“So what is a BioBlitz anyway”, by far the most common question we get from the public who visit our parks and other venues offering the event.
A BioBlitz is an event that focuses on finding and identifying as many species as possible in a specific area over a short period of time. Scientists, families, students, teachers, and other community members work together to get an overall count of the plants, animals, fungi, and other organisms that live in a place.
For the past decade the National Geographic Society and National Park Service have collaborated on a BioBlitz in a different park each year. This year in order to celebrate the NPS centennial, over 250 BioBlitzes are happening across the country and throughout the year. The resulting recordings can be impressive with hundreds of organisms showing up. It is great fun, a celebration of life in all of its myriad forms
My first experience occurred two years ago at the Golden Gate NRA where several thousand folks joined us. One of many highlights was standing on the Golden Gate bridge with a bunch of college students during a wind driven rain storm counting porpoises swimming through far below. Joining us was a lead mammologist who had been researching the return of these remarkable beings. The porpoises had been excluded from the bay by a massive cable net installed during WWII to prevent enemy submarines from entering the bay. Many new species of life were added to the Park list as is often the case.
Last year I joined the Hawaii Volcanoes NP for another grand experience including many native Polynesians adding a marvelous cultural component to the experience, then on to Yellowstone NP where my team investigated pika numbers near Mammoth Hot Springs. The park is especially concerned with the warming trend and reduction of snow pack on their long term survival.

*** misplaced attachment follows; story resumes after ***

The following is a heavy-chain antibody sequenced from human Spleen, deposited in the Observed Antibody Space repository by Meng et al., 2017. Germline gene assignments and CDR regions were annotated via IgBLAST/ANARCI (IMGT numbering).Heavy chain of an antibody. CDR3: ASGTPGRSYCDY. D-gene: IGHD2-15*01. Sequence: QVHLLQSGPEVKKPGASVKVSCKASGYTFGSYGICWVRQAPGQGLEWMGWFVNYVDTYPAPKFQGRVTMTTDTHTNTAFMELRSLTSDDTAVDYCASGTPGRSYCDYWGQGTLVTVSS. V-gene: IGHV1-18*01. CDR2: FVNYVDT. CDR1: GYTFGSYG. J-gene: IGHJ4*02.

I just returned from blitzing New Mexico’s Bandelier NM. As with Hawaii Volcano, they included a strong cultural presence by inviting in the Pueblo people to perform and exhibit their rich life ways. During the two-day event 17 inventory teams collected 877 observations and identified 363 species.
Back home we had our first event on the Logan River golf course a week ago sponsored by Audubon International and our local Bridgerland Audubon chapter. For our first run we did well. 57 bird species, 67 plants, 1 reptile, 1 amphibian, and a few fungi made the list. There are many more species that were overlooked given our short window of time and limited numbers of observers.
Perhaps you will find opportunity to join a Bioblitz, or create one of your own in your area. Gather up some folks, load the I Naturalist program on your smart phone or I pad and spend a few ours or few days reveling in what nature has to offer- many surprises to say the least!
This has been Jack Greene reading for WAU.
This is Jack Greene reading for Wild About Utah.
National Parks BioBlitz, National Park Service, https://www.nps.gov/subjects/biodiversity/national-parks-bioblitz.htm
Audubon International BioBlitz 2016, Audubon International, https://www.auduboninternational.org/BioBlitz2016
BioBlitz 2016, National Geographic Society, http://nationalgeographic.org/projects/bioblitz/